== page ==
Michael Klare, expert on energy politics, addressed a full Barnum Auditorium yesterday on the relationship between oil and national security.
The lecture was sponsored by the Institute for Global Leadership for students in the Education for Public Inquiry and International Citizenship (EPIIC).
Klare framed his discussion in the context of the upcoming presidential election, emphasizing the "geopolitical consequences" of the relationship between oil and national security.
"The situation facing us Americans is much more threatening and dangerous than it was four years ago," he said.
Klare blamed the severity of the situation on the increasingly disappointing prognosis for new oil discoveries, the growing energy demands of developing countries, and the mounting instability in the Middle East as reasons.
Before Sept. 11 and the rise of terrorism as the prime issue on the national agenda, the "energy crisis" was the Bush administration's premier policy issue, Klare said, citing the electrical blackouts in California and trucker demonstrations over oil shortages.
This moment represented a critical juncture, according to Klare. "It was very clear to everyone that the U.S. was at a fork in road - we could find ways to perpetuate existing energy paradigm by providing tax breaks and subsidies to energy companies, or begin to move away and begin the development of an entirely new 'post-petroleum' energy paradigms," he said.
The energy commission led by Vice President Dick Cheney elected to continue using fossil fuels after soliciting advice mainly from energy companies, Klare said.
"As you know, the energy commission met in secrecy behind closed doors - no members of the environmental community - only Enron, Chevron, and other large nuclear and natural gas companies were included," he said.
The commission's completed report, issued in May 2001, called for substantially increased yields from existing Middle Eastern energy sources. The report said increasing U.S. oil demand would require 19 million barrels of oil-per-day coming from foreign sources.
"This has enormous geopolitical consequences," Klare said. "I'm convinced that American foreign policy rests on these numbers."
According to the report, "[The job of foreign] officials is to conduct an international campaign to get foreign countries to increase output and exports ... and eliminate any obstacle to increasing production," Klare said. "The energy paradigm rests on getting access to other countries' oil."
After Sept. 11, however, the goal of the war on terror became interlaced with the voracious U.S. appetite for oil. "The U.S. war on terror has been subsumed on top of America's perceived need to protect access to unstable foreign suppliers of oil," he said.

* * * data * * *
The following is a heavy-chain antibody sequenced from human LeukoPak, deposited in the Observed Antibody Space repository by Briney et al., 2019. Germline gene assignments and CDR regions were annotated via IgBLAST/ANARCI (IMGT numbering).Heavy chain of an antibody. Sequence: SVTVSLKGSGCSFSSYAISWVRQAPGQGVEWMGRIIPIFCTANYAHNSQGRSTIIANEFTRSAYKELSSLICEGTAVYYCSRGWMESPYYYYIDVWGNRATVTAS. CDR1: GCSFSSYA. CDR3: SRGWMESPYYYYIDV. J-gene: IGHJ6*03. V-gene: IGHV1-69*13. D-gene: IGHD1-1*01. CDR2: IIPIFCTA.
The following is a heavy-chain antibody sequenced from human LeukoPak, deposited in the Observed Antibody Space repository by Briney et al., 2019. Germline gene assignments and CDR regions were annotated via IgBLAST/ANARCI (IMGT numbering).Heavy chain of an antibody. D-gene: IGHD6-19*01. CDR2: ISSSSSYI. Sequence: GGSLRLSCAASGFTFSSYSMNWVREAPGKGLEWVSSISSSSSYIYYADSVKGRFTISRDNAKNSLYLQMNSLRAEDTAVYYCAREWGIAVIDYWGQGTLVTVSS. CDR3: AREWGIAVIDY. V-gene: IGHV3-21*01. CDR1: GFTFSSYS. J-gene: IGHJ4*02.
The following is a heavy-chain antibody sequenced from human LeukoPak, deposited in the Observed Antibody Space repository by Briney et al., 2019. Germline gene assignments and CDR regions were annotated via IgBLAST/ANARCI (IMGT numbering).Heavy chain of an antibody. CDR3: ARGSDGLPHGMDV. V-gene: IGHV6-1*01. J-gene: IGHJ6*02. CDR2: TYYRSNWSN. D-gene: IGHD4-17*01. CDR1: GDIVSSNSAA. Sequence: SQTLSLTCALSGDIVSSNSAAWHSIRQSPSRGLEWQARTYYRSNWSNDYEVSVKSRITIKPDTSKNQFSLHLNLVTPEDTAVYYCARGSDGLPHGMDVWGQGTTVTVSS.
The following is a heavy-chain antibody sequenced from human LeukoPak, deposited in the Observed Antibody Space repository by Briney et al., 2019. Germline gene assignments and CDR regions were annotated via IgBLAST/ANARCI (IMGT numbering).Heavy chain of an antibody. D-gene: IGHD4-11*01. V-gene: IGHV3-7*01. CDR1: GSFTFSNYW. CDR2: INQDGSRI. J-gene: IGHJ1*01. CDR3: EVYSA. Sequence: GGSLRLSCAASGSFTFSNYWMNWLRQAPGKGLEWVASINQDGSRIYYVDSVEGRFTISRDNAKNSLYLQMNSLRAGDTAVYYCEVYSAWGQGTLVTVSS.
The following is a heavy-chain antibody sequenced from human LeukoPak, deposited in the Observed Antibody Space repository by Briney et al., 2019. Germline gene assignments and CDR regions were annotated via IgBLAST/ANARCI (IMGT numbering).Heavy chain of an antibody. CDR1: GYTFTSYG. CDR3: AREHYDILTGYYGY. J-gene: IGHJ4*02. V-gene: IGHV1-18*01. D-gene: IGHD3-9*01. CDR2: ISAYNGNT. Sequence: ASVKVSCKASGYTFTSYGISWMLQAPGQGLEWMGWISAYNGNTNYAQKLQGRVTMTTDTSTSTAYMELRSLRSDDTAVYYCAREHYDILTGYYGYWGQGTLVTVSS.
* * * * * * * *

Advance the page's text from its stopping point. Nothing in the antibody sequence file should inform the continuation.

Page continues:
The "elephant in the living room" of this program, however, is that the projected yields were unrealistic and that a "massive shortfall" would inevitably arise, according to Klare.
He cited increasing evidence in recent months that foreign sources could not produce the amount of oil stipulated by the report, and that oil companies themselves admit that the global peak in oil production may be approaching.
"That oil peak is much closer than we thought, and it was laughed out of existence, until very recently big oil companies' projections began to be consistent with this kind of chart," he said.
Another factor is the increasing energy demands of the developing world. "China's demand has grown much more than in 2001 - the developing world doubling its anticipated energy requirement," he said.
As America and the rest of the world become increasingly energy-dependent, conflict over oil-rich regions will only become more violent and disputed, he said. "Our intervention is provoking higher degrees of instability."
Klare said that he did not foresee an easy transition from America's high dependence on oil.
"People don't make a move without a powerful emotional jolt," he said. "Americans will not be won over by logic; they will have to be won over by emotions."
He said that no president has publicly come to grips with this issue. "Whatever president gets up there and tells us this is a serious and dangerous addiction, it's not going to go over well - they're afraid."
Klare said that President George Bush had slated $1 billion for alternative energy, while Senator John Kerry called for an expenditure of $10 billion. Neither plan would be adequate to create real change in the energy paradigm, he said.
"This expenditure needs to be in hundreds of billions [of dollars] - it will start at $1 trillion. It's not going to happen at [the levels the candidates propose]. It has to come from defense budget because that's the only place it can come from, and everybody knows it," he said.